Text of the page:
Medical geography is an emerging field of health research that focuses on the spatio-temporal facets of health-related issues. Some of my own research has examined the state-by-state spatial patterns of HIV-AIDS cases in the USA, the spread of the yellow fever virus during an 1878 outbreak in New Orleans, mosquito mapping in East Baton Rouge Parish related to a potential West Nile outbreak, and the transmission of H1N1 (Swine Flu) during the 2009 outbreak. Medical geography sometimes blends with spatial epidemiology, but it is often more focused on the human aspect than the epidemiology and ecology aspect. I currently collaborate on multiple projects with the College of Public Health (CPH), College of Medicine (CM), College of Nursing (CN), and College of Pharmacy at ETSU. For the CPH, ongoing projects include air pollution mapping and community outreach, stroke center location planning in Tennessee (link), an examination of school and tanning booth proximity relationships in northeast Tennessee, and impacts of the built environment on Metabolic Syndrome in Hispanic children (see map to the left). For the CN, one of my graduate students applied cluster and spatial regression analysis to explore spatial and temporal patterns for abdominal aortic aneurysms in Louisiana between 2001 and 2014.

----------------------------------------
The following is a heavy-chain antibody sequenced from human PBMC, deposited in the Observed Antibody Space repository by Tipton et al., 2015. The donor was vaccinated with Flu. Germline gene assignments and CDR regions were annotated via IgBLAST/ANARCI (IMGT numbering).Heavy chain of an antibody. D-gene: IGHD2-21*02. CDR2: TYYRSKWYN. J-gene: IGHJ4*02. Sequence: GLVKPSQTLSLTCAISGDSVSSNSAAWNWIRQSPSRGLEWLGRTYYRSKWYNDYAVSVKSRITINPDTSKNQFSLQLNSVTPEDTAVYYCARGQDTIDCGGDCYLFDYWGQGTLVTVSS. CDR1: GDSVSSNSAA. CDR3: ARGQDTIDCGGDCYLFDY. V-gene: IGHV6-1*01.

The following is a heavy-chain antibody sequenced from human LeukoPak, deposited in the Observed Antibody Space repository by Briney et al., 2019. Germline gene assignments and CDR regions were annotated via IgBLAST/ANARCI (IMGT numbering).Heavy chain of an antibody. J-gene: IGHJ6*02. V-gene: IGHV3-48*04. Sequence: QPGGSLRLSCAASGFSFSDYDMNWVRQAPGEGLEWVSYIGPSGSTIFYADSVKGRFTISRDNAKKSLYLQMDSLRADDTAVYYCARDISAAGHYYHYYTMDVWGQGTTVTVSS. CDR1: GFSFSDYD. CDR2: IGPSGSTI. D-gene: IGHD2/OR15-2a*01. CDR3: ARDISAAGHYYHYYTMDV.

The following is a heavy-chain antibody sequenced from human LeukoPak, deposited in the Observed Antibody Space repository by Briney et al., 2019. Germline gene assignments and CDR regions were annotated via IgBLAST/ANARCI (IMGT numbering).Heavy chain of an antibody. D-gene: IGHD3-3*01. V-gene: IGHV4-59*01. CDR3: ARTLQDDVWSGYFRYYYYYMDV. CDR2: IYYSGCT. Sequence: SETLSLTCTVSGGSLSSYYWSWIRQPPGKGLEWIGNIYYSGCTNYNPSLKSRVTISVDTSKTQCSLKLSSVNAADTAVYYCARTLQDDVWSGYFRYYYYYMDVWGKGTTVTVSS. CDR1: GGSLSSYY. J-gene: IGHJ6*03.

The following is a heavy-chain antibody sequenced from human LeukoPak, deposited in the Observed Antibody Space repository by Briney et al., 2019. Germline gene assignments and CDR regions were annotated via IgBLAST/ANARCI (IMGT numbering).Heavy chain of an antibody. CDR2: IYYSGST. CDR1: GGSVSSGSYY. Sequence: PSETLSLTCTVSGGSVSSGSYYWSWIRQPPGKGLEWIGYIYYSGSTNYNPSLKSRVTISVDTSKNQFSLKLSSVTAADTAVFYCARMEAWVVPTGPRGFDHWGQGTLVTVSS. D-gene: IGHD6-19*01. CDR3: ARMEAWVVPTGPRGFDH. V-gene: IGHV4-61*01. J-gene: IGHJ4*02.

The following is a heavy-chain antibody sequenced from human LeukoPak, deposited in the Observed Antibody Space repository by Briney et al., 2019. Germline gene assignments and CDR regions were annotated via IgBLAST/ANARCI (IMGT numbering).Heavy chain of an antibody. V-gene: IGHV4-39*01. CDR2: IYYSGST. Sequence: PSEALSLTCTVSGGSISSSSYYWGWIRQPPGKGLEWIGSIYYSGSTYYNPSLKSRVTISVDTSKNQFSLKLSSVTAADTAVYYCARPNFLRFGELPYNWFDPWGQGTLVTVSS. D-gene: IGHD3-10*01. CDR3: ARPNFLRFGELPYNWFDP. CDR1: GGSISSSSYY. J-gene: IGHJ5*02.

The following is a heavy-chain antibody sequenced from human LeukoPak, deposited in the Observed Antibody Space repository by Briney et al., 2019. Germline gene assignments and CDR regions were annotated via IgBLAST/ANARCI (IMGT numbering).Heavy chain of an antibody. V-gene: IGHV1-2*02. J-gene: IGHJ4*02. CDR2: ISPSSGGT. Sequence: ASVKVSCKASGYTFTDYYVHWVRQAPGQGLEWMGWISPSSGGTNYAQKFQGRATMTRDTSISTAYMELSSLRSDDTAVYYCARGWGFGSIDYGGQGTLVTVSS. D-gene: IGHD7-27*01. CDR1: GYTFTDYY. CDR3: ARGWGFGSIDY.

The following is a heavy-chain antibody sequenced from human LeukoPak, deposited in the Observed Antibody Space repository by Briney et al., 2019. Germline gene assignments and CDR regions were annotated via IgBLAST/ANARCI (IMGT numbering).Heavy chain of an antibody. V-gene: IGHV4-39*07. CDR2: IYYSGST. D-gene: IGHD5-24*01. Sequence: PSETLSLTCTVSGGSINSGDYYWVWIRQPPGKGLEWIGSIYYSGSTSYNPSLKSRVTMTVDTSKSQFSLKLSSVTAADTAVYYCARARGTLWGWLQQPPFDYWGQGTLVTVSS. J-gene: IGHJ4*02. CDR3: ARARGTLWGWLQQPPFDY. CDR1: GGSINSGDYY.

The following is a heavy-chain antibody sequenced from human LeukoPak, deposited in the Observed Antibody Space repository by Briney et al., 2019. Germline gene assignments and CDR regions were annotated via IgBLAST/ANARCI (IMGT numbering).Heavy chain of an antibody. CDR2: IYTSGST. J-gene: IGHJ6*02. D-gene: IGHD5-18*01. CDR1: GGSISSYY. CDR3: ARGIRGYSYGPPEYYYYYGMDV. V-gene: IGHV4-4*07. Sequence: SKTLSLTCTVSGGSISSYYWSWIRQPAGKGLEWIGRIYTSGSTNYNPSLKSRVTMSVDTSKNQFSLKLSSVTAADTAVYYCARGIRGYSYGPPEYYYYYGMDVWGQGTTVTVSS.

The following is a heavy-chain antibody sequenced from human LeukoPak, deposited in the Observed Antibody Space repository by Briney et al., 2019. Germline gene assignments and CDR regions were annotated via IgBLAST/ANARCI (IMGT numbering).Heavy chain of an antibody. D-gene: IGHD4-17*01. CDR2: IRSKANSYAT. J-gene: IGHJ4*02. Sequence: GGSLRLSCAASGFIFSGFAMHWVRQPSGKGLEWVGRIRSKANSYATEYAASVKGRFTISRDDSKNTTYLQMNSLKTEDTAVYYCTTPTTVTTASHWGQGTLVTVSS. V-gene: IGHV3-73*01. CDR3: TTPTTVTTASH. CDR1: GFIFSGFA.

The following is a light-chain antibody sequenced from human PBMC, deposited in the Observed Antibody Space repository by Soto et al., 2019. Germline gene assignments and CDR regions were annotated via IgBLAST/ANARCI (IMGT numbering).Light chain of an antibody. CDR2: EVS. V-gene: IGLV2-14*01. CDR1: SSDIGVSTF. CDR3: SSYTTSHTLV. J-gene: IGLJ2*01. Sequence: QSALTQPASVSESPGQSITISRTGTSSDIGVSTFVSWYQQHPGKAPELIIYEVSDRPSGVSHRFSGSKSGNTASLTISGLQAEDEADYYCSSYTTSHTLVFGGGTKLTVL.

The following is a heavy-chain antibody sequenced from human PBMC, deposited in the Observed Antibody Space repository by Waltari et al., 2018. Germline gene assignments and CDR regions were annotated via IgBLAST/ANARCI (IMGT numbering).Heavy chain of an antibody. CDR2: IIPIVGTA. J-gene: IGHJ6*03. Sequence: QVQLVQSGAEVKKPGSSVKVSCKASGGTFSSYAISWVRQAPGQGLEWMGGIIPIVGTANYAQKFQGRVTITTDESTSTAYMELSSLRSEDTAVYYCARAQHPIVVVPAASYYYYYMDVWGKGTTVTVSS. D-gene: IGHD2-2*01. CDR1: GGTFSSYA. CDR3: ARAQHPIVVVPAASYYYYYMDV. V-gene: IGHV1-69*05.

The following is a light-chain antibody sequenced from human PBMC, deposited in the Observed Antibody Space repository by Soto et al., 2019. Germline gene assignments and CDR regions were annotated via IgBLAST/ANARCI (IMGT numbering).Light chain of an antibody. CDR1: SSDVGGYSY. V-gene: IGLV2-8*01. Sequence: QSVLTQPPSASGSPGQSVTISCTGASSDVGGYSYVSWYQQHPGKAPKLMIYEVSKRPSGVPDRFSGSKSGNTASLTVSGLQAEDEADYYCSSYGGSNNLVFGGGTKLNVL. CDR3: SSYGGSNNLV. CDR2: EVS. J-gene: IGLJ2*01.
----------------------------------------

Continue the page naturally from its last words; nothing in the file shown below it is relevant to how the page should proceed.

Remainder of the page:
Accessibility & Prevention through Spatial Science
Key components of medical geography include health care accessibility and access to clean water supplies - two things that are often taken for granted in most developed countries. Health care accessibility in some developed countries such as the United States continues to be a problem in areas that are predominantly composed of poor and/or minority populations (see map on the right created by MS graduate student Amy Poole showing AAA risk factor clustering and 30-minute drive times to screening locations in Louisiana - thesis link). Issues of accessibility are inherently spatial in nature and there are many ways to analyze and map accessibility. Spatial science can also identify areas where humans may be more susceptible to major diseases including malaria, dengue fever, lyme disease, chagas, yellow fever, zika, brucellosis, or disease-causing bacteria like E. coli or B. anthracis. Once spatial patterns or densities are identified, then measures of prevention can be suggested and realized (e.g., providing mosquito netting to people in specific locations). Clean water and sufficient sewage systems can also help prevent cholera, typhoid, and worm-born diseases such as filariasis, or reduce E. coli levels. Identifying areas where clean drinking water exist and does not exist and then identifying the appropriate location to build a new well to maximize the impacted population are all questions that a medical geographer is uniquely qualified to answer.
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